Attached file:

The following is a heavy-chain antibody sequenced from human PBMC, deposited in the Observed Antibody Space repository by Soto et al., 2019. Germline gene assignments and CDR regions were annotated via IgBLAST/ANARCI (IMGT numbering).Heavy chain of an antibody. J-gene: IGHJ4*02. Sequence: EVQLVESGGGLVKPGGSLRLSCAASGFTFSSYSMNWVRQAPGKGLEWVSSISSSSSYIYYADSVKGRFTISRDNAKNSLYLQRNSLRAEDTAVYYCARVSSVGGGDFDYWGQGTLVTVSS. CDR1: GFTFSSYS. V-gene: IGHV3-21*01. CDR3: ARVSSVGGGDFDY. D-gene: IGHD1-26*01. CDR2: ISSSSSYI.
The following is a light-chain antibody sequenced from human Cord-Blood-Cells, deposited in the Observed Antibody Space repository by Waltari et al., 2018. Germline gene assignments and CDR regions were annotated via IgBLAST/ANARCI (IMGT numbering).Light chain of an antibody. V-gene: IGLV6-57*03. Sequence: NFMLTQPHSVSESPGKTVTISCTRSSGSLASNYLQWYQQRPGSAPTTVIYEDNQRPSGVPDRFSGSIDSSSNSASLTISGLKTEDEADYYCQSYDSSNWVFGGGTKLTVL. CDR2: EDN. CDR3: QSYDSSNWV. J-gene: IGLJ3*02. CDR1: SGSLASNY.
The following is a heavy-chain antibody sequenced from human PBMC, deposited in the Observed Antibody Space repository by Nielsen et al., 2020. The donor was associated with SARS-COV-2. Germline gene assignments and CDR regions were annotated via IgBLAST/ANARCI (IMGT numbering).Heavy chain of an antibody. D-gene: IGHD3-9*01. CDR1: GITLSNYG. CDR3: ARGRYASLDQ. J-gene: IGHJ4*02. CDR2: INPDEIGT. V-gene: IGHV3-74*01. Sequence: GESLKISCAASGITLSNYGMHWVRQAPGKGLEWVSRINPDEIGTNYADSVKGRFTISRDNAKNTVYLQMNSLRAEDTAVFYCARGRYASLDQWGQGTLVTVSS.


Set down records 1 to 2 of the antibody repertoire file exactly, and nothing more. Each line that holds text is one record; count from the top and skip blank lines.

The following is a heavy-chain antibody sequenced from human PBMC, deposited in the Observed Antibody Space repository by Soto et al., 2019. Germline gene assignments and CDR regions were annotated via IgBLAST/ANARCI (IMGT numbering).Heavy chain of an antibody. J-gene: IGHJ4*02. Sequence: EVQLVESGGGLVKPGGSLRLSCAASGFTFSSYSMNWVRQAPGKGLEWVSSISSSSSYIYYADSVKGRFTISRDNAKNSLYLQRNSLRAEDTAVYYCARVSSVGGGDFDYWGQGTLVTVSS. CDR1: GFTFSSYS. V-gene: IGHV3-21*01. CDR3: ARVSSVGGGDFDY. D-gene: IGHD1-26*01. CDR2: ISSSSSYI.
The following is a light-chain antibody sequenced from human Cord-Blood-Cells, deposited in the Observed Antibody Space repository by Waltari et al., 2018. Germline gene assignments and CDR regions were annotated via IgBLAST/ANARCI (IMGT numbering).Light chain of an antibody. V-gene: IGLV6-57*03. Sequence: NFMLTQPHSVSESPGKTVTISCTRSSGSLASNYLQWYQQRPGSAPTTVIYEDNQRPSGVPDRFSGSIDSSSNSASLTISGLKTEDEADYYCQSYDSSNWVFGGGTKLTVL. CDR2: EDN. CDR3: QSYDSSNWV. J-gene: IGLJ3*02. CDR1: SGSLASNY.